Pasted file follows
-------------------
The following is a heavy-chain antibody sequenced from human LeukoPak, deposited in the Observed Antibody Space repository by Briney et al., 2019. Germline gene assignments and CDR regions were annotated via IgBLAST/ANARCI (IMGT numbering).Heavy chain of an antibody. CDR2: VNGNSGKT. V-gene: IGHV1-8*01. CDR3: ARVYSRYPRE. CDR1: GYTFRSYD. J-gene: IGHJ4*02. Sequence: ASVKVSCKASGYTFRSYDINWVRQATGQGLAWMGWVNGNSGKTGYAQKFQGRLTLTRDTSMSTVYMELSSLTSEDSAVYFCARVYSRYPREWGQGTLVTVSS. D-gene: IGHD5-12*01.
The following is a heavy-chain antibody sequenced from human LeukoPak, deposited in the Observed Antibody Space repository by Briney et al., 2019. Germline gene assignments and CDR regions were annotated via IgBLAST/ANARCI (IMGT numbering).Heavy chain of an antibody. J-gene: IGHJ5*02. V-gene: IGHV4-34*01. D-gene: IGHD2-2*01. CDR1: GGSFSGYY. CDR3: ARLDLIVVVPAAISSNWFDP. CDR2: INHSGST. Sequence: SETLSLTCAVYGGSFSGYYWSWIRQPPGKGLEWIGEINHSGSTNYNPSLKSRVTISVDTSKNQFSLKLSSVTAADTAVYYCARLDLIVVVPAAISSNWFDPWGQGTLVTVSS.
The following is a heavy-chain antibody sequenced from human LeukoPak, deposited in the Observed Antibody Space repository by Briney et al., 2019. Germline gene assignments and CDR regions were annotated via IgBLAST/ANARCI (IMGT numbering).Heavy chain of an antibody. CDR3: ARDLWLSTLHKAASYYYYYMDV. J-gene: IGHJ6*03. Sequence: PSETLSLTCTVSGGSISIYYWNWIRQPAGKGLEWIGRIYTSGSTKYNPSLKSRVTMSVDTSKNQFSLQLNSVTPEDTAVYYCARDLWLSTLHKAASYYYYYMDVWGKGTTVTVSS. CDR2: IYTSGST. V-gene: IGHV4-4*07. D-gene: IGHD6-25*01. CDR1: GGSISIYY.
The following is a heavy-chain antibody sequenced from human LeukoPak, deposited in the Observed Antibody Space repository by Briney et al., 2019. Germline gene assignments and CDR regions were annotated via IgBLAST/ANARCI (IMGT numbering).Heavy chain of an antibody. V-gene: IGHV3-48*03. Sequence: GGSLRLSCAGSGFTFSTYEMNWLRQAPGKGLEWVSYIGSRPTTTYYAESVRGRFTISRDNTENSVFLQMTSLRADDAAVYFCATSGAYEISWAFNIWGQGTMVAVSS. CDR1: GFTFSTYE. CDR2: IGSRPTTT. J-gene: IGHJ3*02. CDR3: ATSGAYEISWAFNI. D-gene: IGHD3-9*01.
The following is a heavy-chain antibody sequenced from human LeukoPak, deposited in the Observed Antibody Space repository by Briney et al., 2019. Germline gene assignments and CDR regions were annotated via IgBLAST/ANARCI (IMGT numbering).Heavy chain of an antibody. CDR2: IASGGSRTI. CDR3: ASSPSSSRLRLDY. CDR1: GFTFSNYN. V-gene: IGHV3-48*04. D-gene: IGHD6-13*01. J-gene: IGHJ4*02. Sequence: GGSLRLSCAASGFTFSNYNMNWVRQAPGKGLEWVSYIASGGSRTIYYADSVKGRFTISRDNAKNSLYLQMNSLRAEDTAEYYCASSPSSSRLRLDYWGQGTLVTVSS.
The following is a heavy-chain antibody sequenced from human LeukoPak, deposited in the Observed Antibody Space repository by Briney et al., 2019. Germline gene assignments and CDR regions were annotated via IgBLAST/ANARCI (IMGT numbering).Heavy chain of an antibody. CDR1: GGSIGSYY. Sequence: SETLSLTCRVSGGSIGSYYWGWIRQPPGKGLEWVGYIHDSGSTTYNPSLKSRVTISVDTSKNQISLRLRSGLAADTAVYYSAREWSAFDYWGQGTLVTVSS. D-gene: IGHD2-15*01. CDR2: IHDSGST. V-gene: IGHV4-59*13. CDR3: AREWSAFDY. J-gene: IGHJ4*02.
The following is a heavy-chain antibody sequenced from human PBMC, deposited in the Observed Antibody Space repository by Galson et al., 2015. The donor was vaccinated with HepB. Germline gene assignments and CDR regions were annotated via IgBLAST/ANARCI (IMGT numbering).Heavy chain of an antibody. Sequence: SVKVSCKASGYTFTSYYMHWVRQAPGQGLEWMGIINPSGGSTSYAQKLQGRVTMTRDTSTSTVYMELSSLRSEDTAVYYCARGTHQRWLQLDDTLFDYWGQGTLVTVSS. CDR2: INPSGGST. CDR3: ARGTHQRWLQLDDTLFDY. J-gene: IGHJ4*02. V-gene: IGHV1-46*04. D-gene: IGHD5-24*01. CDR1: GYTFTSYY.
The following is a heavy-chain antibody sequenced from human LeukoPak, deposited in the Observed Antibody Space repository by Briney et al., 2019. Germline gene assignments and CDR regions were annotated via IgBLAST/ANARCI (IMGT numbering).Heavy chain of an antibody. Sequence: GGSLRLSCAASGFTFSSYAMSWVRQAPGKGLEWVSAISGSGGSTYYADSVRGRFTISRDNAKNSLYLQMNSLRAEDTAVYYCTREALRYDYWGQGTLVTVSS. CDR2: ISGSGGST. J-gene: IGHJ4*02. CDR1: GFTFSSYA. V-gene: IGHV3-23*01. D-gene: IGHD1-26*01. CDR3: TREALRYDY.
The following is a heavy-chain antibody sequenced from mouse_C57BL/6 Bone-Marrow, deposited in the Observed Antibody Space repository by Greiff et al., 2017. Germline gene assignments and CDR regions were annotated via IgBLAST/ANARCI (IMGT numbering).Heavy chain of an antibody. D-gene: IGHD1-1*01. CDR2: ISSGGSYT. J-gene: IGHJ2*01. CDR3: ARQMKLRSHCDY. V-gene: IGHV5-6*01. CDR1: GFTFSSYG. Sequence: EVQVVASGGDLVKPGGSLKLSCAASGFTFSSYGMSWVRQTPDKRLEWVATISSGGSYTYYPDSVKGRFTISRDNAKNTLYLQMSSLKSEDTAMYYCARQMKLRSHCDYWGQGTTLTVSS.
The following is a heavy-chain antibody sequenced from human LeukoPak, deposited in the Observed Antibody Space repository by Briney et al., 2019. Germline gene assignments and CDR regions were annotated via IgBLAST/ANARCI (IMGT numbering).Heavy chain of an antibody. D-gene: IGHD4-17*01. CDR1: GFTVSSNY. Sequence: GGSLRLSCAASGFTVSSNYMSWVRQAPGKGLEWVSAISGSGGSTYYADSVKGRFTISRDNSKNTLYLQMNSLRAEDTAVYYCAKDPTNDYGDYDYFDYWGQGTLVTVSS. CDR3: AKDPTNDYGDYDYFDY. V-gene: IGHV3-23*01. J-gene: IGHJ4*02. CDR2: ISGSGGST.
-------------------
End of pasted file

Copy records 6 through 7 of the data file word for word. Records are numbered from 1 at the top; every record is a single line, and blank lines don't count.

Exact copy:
The following is a heavy-chain antibody sequenced from human LeukoPak, deposited in the Observed Antibody Space repository by Briney et al., 2019. Germline gene assignments and CDR regions were annotated via IgBLAST/ANARCI (IMGT numbering).Heavy chain of an antibody. CDR1: GGSIGSYY. Sequence: SETLSLTCRVSGGSIGSYYWGWIRQPPGKGLEWVGYIHDSGSTTYNPSLKSRVTISVDTSKNQISLRLRSGLAADTAVYYSAREWSAFDYWGQGTLVTVSS. D-gene: IGHD2-15*01. CDR2: IHDSGST. V-gene: IGHV4-59*13. CDR3: AREWSAFDY. J-gene: IGHJ4*02.
The following is a heavy-chain antibody sequenced from human PBMC, deposited in the Observed Antibody Space repository by Galson et al., 2015. The donor was vaccinated with HepB. Germline gene assignments and CDR regions were annotated via IgBLAST/ANARCI (IMGT numbering).Heavy chain of an antibody. Sequence: SVKVSCKASGYTFTSYYMHWVRQAPGQGLEWMGIINPSGGSTSYAQKLQGRVTMTRDTSTSTVYMELSSLRSEDTAVYYCARGTHQRWLQLDDTLFDYWGQGTLVTVSS. CDR2: INPSGGST. CDR3: ARGTHQRWLQLDDTLFDY. J-gene: IGHJ4*02. V-gene: IGHV1-46*04. D-gene: IGHD5-24*01. CDR1: GYTFTSYY.